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AJCT – Another Java Configuration Tool


AJCT is -as the name indicates- another java configuration tool. It enables java application developers to easy configure their applications, whither running standalone or inside a J2EE server. It is set up as an extendible framework, providing some default configuration sources:
From AJCT v0.1 on:

From AJCT v0.2 on: And some default 'targets', enabling basic integration with other components:
From AJCT v0.1 on:

The following sources/targets are in the pipeline:

  • v0.3 - XML dump: export one or more sections to an XML file (AJCT compatible format).
  • v0.3 - LDAP Query: import configuration data from an LDAP query.
  • JBoss cache: import/export configuration data from JBoss' cache.
  • XML template: export using an XML file as template.
  • Text template: export using a text file as template.

Why or when to use AJCT?

AJCT is useful in the following situation:
  • When using different environments (development, test, production, etc.). Every environment has the same core configuration, but eg different user name/passwords or web service endpoints. AJCT enables you to create a hierarchy of configuration files (e.g.: one common for all environment and one with specifics for a given environment overwriting or extending the common configuration)
  • When having several configuration sources: your application has its own configuration, but you also need to retrieve configuration data from e.g. a central store.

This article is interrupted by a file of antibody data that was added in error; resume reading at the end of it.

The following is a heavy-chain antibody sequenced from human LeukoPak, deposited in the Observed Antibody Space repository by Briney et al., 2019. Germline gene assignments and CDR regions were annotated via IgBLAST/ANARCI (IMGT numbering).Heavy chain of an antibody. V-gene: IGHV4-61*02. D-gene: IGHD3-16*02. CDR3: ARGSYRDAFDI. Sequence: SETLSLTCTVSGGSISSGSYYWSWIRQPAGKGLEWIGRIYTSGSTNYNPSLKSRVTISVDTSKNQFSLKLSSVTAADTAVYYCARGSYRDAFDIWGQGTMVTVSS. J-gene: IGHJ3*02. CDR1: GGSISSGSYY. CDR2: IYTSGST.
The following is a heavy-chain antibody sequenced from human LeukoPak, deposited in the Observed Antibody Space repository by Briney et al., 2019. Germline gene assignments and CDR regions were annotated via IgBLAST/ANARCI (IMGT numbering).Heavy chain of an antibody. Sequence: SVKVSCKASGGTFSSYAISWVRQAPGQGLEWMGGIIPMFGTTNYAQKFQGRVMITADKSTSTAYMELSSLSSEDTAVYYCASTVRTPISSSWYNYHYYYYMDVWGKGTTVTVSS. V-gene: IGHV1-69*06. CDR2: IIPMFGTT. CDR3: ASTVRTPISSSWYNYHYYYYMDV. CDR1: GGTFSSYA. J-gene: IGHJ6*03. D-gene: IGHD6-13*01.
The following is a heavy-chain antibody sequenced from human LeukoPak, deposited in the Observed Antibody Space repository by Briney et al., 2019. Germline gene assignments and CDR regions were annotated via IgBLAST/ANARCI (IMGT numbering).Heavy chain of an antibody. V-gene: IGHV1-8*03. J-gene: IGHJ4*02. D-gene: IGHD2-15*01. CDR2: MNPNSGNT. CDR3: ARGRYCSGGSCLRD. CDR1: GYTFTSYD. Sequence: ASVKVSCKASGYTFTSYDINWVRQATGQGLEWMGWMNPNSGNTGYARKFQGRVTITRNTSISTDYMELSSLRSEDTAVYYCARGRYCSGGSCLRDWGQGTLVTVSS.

• When running the same application across multiple JVM's, AJCT can be used to access the same common configuration (and optionally some specifics for the given JVM).
  • Reusing the same value in different configuration values (eg: host name of a server is used in several web service endpoints or JNDI addresses). AJCT allows for substitution: configure the host name once, and use the substitution to use it where needed.

Main features

  • Default set-up for most applications. The default set-up looks for a file called '<hostname>.config.xml' in the classpath.
  • Extensible: if you have a configuration source not yet provided, you can extend AJCT.
  • Support for 'namespacing'. When running multiple applications inside one J2EE, this allows for each application to use its own configuration namespace (or all use the same if wanted).
  • Automatically reload of configuration at the given interval (interval can be a configuration parameter).
  • Configuration file is processed in the order of appearance.


The initial hit against AJCT costs the most: it will read the configuration in the calling thread. Subsequent automatic reloads are performed in a background thread having little impact on the system.

Memory wise, it is good to know that all configuration data is read into memory. This should not be an issue for most application (reading a couple of hounderd string into memory).

AJCT is threadsafe: reloading the data is done in a new configuration object. Only when the complete set is reloaded into memory and processed, the current configuration data is replaced with the new data (synchronized).

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